The second quarter of 2013 is drawing swiftly to a close, and it’s your last chance to distribute your donations among our five beneficiaries. To help you make your decision, take a look at this video for a summary of the important work being done by these beneficiaries.
Here’s a quick look at what our remarkable beneficiaries have been up to these past few months:
Our current Poverty beneficiary, One Acre Fund, looks for long-term solutions to fight the hunger crisis in many African nations. OAF provides loans, storage, and insurance for crop failure to help farmers to find their feet and develop their businesses. With a particular focus on the power of enabling women to support their families, OAF serves more than 137,000 families in Kenya, Rwanda, and Burundi. As of the end of 2012, One Acre Fund had helped more than 137,000 families, including almost 600,000 children.
Trees, Water & People, our Natural World beneficiary for the second quarter, draws a strong link between protecting the environment and protecting the people who live in it. Their projects include the highly successful Luciérnaga program, which brings solar photovoltaic lighting systems to communities, and its Clean Cookstoves project, which has built nearly 60,000 stoves that are safer and more efficient that traditional stoves—and use local materials and labor, creating jobs and improving lives. In the United States, TWP works with Native American tribes to develop environmentally sustainable practices on their reservations. More than 175 Native Americans have received training that they have taken back to their own tribal communities to make them more energy efficient.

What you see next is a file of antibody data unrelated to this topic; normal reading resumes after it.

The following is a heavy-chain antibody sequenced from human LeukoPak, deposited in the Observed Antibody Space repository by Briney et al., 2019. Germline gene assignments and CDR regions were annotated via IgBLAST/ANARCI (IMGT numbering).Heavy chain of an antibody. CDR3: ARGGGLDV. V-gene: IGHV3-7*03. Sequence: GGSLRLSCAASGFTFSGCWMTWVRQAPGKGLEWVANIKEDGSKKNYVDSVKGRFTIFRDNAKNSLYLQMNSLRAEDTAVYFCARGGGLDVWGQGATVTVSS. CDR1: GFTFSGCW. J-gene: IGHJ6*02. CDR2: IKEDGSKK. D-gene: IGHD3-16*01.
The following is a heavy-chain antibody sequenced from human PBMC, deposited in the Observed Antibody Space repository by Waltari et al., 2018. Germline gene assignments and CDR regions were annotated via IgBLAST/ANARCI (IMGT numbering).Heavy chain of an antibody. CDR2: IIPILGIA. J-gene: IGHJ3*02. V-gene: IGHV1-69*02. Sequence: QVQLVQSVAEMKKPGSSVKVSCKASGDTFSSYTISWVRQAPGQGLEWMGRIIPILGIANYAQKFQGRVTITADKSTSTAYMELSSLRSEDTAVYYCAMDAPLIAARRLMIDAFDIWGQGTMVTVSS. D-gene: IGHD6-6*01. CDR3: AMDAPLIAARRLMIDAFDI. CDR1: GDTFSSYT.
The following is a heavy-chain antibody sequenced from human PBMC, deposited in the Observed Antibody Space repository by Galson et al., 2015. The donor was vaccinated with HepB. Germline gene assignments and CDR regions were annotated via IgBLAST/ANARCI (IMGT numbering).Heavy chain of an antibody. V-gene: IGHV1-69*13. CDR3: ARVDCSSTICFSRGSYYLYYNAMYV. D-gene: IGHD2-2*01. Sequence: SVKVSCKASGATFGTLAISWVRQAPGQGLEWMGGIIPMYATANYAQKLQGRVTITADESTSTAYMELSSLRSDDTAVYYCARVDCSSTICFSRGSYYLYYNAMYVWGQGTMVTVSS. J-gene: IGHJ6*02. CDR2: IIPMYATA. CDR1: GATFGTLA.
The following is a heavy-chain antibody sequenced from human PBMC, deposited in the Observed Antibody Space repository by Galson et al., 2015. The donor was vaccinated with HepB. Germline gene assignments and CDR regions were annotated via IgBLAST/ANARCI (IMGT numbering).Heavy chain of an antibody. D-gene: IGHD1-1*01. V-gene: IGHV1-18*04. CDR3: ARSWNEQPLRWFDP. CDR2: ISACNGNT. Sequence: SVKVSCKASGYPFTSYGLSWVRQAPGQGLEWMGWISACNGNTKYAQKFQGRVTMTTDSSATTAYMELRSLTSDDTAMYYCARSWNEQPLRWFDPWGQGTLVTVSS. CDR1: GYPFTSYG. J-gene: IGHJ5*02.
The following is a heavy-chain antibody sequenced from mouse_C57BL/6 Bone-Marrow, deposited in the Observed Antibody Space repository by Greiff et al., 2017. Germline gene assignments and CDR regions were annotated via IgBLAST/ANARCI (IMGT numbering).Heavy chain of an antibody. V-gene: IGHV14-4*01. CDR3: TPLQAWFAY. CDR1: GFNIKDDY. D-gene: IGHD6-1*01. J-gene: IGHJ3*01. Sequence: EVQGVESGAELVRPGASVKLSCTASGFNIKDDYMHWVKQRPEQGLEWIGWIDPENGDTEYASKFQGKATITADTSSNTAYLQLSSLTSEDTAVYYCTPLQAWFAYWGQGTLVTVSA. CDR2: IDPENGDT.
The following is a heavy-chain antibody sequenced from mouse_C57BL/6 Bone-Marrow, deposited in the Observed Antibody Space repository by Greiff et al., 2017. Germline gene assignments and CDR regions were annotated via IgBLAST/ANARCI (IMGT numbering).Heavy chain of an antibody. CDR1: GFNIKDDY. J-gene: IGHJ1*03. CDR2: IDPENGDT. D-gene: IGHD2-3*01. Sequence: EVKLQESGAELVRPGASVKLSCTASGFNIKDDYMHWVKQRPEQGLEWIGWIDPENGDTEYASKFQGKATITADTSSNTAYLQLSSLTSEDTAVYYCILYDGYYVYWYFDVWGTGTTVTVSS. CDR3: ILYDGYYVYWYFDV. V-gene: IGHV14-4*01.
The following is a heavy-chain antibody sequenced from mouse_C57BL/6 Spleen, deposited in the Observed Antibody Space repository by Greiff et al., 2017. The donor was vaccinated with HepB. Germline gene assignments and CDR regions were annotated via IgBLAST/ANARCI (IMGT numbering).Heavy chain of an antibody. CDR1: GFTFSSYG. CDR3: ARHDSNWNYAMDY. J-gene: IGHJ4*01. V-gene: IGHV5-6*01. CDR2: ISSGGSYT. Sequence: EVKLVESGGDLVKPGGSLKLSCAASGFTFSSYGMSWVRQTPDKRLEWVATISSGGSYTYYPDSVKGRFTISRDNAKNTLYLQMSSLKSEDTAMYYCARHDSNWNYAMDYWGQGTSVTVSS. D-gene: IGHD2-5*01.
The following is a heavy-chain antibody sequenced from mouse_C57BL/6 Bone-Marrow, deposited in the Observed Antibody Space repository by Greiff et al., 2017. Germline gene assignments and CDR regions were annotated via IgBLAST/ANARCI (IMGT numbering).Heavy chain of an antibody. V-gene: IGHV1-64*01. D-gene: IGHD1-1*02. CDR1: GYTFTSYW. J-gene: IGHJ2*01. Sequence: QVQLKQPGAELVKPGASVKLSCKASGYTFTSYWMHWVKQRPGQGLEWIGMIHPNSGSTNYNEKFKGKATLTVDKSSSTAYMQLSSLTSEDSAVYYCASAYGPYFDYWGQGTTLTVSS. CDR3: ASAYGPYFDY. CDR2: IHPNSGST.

Bernie’s Book Bank, our current Education beneficiary, distributes donated books to at-risk children around the Chicago area. Last year, they distributed more than 600,000 books, and their goal for 2013 is to distribute more than 1 million books. Our Science of Giving series took a look at why distributing these books can have such a huge impact on the future success of disadvantaged kids.
Our encore Human Rights beneficiary, the Innocence Project of Texas, is back for a second round—we first featured them in 2011. IPoT works to overturn wrongful convictions, especially through the use of DNA evidence, and educate the public about junk science in the criminal justice system. We took a closer look at their efforts to reform how eyewitness testimony is used in convictions.
Our Challenge the Gap beneficiary this quarter is T’ruah, an organization of rabbis who work for human rights. Among other projects, T’ruah works to end injustices in prisons, in North America and around the world, and they build bridges across religious traditions to find common ground and work together for justice. They have worked to prevent the eviction of Palestinian families from East Jerusalem and launched a campaign for Bedouin rights, working again to prevent the expulsion of thousands of Bedouins and to secure government services to several Bedouin villages in the Negev region of Israel.
Our current Small Grant beneficiary is the Pathfinders Project. Next month, the four Pathfinders will embark on their year-long global service mission, volunteering for clean water, education, and human rights projects, and blazing the trail for the Humanist Action: Ghana.
And one last reminder: Our current Humanist Crisis Response program to help those affected by the Oklahoma tornadoes will end on Wednesday, June 26. To donate, click here. So far, we’ve raised more than $45,000 for our crisis beneficiaries, Operation USA and the Regional Food Bank of Oklahoma.